The Lone Ranger and Tonto Fistfight in Heaven Questions and Answers
by Sherman Alexie

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In the story "Crazy Horse Dreams" from Sherman Alexie's The Lone Ranger and Tonto Fistfight in Heaven, what are the unnamed woman’s expectations of what a warrior should be?

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The story "Crazy Horse Dreams" revolves around a sort-of romance between Victor, a Native American man, and an unnamed Native American woman, who meet at a powwow. The woman approaches Victor early in the story, but is reproached by him because he says he is "too big" for her. She approaches him later, but this time sneaks up on him. She says, "You must be a rich man ... Not much of a warrior though. You keep letting me sneak up on you."

The remainder of the story becomes a bit surreal with the third-person narrator employing indirect discourse to describe the thoughts of the characters. The two go back to her Winnebago (note the use of a tribal name, not the more generic "RV") and proceed to have sex. The woman's beauty frightens Victor and he begins to tremble because "[t]here was nothing he could give her father to earn her hand." The two continue, but he asks her why she doesn't have any "scars." It's not clear whether these are literal or figurative scars, although I lean more toward figurative ones. She responds, "Why do you have so ... many?" 

Although there is one mention earlier of warriors, the final paragraphs of the story really emphasize the unnamed woman's conceptual idea of these leaders. After the discussion about the scars, Victor seems to become angry and tells her, "You're nothing important... You're just another goddamned Indian like me." She replies that she's the best kind of Indian and that she's "in bed with my father." This comment becomes clearer a paragraph later when the point-of-view shifts from Victor to her and the narrator says she believes her father was Crazy Horse, the mid-19th century Lakota warrior who led the famed Battle at Little Big Horn.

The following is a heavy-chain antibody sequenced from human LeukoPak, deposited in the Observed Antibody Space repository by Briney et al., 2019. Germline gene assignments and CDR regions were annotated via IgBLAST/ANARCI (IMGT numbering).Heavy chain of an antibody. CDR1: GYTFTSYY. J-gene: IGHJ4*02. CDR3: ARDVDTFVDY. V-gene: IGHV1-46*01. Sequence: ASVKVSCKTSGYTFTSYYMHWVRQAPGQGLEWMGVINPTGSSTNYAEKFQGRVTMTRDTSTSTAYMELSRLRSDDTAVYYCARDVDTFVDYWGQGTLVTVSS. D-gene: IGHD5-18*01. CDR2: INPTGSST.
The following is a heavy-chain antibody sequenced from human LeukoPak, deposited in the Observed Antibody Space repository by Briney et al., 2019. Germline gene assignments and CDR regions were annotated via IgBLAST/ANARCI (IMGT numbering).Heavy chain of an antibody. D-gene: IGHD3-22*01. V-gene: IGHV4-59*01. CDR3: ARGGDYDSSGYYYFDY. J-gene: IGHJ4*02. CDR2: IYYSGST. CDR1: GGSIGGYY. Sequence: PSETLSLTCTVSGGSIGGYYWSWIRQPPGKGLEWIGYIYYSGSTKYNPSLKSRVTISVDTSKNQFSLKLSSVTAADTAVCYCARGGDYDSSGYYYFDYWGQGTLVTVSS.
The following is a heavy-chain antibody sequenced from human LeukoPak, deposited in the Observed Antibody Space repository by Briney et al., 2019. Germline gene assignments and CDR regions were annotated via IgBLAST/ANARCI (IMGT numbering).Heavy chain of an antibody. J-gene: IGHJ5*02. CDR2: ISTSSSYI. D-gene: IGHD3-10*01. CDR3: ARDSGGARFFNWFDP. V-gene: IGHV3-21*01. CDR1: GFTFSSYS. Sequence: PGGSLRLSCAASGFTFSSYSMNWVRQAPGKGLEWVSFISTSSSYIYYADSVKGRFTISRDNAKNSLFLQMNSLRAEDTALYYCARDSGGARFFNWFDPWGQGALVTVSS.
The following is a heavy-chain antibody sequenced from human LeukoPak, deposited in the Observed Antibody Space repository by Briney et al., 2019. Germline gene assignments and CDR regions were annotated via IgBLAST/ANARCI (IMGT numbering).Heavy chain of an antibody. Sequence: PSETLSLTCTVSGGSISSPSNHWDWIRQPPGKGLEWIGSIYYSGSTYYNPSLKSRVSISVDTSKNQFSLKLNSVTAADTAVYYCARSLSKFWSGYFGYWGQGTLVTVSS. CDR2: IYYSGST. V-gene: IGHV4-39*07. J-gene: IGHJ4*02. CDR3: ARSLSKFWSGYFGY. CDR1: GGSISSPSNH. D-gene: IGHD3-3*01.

Bothered by this, Victor puts on his clothes and says, "You're nothing" to her. However, the narrator, now from Victor's point of view, says that Victor "wished he was Crazy Horse."

This idea of a warrior is important in this story because, like many of the stories in The Lone Ranger and Tonto Fistfight in Heaven, this story focuses on the static lives of Native Americans. They are all waiting for that warrior to lead them off the reservation, away from poverty and alcoholism. This unnamed woman wishes Victor would be her Crazy Horse, but he's not.

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